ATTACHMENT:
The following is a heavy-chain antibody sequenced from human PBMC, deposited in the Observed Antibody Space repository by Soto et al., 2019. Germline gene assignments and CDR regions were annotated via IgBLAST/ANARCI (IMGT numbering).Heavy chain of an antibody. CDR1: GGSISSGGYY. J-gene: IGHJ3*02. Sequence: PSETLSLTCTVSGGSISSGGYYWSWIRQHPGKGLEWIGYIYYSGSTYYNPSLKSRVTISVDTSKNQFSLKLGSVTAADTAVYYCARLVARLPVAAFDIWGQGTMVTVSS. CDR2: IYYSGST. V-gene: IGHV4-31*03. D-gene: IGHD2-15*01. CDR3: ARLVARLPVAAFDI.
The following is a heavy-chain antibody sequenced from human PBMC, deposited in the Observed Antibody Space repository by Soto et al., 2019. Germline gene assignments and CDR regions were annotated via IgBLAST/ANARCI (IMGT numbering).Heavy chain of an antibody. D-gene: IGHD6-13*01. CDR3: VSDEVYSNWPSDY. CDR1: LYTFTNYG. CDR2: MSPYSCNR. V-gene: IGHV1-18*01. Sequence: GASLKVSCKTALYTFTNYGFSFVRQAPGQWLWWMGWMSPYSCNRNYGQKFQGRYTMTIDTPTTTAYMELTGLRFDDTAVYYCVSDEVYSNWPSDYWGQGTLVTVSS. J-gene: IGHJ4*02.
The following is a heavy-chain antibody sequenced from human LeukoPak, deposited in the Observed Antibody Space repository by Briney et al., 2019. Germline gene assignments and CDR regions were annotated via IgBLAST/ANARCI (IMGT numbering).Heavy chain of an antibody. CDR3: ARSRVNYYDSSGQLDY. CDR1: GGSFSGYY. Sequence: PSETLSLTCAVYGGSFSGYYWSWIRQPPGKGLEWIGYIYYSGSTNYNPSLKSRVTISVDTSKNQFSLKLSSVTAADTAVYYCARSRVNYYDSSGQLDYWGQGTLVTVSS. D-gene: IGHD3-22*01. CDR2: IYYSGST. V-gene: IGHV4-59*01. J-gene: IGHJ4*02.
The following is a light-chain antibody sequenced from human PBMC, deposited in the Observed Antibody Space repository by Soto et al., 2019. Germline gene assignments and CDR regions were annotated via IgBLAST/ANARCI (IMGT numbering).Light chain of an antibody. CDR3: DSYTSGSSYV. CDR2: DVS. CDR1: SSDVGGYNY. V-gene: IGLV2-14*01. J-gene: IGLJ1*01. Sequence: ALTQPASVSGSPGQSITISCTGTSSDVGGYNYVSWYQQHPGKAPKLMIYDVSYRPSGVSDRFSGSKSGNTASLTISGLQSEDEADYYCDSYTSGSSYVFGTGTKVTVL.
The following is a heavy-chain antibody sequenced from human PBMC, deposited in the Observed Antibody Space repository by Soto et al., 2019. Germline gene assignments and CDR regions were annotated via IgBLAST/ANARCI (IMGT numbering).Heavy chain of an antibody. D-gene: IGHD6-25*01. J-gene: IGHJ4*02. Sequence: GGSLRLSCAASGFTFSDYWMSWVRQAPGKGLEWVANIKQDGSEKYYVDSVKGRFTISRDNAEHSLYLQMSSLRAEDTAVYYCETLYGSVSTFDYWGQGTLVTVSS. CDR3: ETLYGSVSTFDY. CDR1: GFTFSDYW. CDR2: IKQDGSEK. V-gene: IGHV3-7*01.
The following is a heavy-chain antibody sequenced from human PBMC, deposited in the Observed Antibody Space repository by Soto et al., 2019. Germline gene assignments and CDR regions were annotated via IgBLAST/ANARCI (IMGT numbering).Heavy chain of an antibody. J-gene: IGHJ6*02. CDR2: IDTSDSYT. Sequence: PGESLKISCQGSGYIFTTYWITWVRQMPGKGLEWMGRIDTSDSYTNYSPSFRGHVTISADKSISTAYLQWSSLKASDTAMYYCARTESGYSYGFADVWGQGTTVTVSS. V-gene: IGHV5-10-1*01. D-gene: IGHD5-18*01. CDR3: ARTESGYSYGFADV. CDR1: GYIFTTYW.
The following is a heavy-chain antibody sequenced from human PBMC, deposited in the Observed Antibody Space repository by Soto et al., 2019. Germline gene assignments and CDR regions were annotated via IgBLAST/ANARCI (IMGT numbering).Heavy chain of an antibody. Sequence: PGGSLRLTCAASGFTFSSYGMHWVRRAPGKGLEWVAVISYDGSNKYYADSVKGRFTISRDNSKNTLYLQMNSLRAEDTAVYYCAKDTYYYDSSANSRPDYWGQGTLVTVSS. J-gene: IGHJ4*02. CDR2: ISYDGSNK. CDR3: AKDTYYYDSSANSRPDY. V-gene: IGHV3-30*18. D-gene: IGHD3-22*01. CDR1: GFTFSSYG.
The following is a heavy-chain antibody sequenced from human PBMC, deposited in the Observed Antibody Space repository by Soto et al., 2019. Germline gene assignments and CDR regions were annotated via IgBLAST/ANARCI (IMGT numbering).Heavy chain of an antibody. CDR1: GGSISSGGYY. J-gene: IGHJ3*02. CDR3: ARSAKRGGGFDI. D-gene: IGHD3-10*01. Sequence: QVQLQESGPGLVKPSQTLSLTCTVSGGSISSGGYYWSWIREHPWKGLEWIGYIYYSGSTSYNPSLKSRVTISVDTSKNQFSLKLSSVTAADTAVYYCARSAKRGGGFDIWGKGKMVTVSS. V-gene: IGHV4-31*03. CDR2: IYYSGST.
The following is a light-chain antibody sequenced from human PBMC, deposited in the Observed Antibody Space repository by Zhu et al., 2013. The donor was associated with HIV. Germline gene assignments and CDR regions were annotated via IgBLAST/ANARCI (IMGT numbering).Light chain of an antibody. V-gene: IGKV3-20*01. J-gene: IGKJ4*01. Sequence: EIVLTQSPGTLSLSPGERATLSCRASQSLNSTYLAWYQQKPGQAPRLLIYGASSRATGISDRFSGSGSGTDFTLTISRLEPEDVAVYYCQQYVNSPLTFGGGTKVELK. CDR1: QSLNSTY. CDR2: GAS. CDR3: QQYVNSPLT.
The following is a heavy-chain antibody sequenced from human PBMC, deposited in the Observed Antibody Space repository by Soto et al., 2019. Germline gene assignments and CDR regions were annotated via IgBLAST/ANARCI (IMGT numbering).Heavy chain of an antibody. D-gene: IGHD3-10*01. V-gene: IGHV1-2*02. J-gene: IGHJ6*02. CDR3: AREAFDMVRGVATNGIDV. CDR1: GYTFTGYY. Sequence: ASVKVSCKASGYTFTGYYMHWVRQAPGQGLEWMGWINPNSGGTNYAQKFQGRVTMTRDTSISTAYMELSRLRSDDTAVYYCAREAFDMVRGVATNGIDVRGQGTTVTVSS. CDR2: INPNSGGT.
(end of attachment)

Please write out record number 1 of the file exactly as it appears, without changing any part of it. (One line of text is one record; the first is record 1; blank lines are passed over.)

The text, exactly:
The following is a heavy-chain antibody sequenced from human PBMC, deposited in the Observed Antibody Space repository by Soto et al., 2019. Germline gene assignments and CDR regions were annotated via IgBLAST/ANARCI (IMGT numbering).Heavy chain of an antibody. CDR1: GGSISSGGYY. J-gene: IGHJ3*02. Sequence: PSETLSLTCTVSGGSISSGGYYWSWIRQHPGKGLEWIGYIYYSGSTYYNPSLKSRVTISVDTSKNQFSLKLGSVTAADTAVYYCARLVARLPVAAFDIWGQGTMVTVSS. CDR2: IYYSGST. V-gene: IGHV4-31*03. D-gene: IGHD2-15*01. CDR3: ARLVARLPVAAFDI.